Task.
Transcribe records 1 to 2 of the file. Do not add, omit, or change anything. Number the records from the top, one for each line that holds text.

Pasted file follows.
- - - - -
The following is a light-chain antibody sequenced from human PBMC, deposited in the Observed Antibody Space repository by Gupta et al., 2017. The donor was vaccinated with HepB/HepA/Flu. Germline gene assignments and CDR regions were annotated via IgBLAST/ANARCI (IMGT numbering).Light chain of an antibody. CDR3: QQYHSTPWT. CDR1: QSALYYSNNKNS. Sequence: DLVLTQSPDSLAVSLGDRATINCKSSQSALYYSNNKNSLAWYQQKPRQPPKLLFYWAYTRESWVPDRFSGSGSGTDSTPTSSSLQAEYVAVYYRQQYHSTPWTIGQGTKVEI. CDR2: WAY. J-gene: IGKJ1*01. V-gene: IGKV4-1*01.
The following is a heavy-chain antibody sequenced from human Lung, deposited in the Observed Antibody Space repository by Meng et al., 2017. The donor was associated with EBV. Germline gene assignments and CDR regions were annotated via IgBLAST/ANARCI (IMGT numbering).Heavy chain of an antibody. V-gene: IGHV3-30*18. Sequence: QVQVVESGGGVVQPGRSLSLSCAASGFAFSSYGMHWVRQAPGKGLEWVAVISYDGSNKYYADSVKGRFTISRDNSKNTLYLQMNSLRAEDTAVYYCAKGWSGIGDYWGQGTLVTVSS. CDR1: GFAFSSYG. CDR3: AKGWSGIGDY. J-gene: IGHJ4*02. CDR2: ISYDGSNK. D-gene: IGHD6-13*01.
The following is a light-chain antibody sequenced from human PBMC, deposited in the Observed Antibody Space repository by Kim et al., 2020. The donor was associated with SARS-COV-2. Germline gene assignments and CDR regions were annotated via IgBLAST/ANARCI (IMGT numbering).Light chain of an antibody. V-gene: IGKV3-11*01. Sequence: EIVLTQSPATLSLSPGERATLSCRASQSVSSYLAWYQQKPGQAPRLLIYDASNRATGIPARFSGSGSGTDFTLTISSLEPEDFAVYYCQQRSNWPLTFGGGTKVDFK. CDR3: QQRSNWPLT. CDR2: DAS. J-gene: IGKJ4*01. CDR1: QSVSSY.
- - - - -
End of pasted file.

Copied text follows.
The following is a light-chain antibody sequenced from human PBMC, deposited in the Observed Antibody Space repository by Gupta et al., 2017. The donor was vaccinated with HepB/HepA/Flu. Germline gene assignments and CDR regions were annotated via IgBLAST/ANARCI (IMGT numbering).Light chain of an antibody. CDR3: QQYHSTPWT. CDR1: QSALYYSNNKNS. Sequence: DLVLTQSPDSLAVSLGDRATINCKSSQSALYYSNNKNSLAWYQQKPRQPPKLLFYWAYTRESWVPDRFSGSGSGTDSTPTSSSLQAEYVAVYYRQQYHSTPWTIGQGTKVEI. CDR2: WAY. J-gene: IGKJ1*01. V-gene: IGKV4-1*01.
The following is a heavy-chain antibody sequenced from human Lung, deposited in the Observed Antibody Space repository by Meng et al., 2017. The donor was associated with EBV. Germline gene assignments and CDR regions were annotated via IgBLAST/ANARCI (IMGT numbering).Heavy chain of an antibody. V-gene: IGHV3-30*18. Sequence: QVQVVESGGGVVQPGRSLSLSCAASGFAFSSYGMHWVRQAPGKGLEWVAVISYDGSNKYYADSVKGRFTISRDNSKNTLYLQMNSLRAEDTAVYYCAKGWSGIGDYWGQGTLVTVSS. CDR1: GFAFSSYG. CDR3: AKGWSGIGDY. J-gene: IGHJ4*02. CDR2: ISYDGSNK. D-gene: IGHD6-13*01.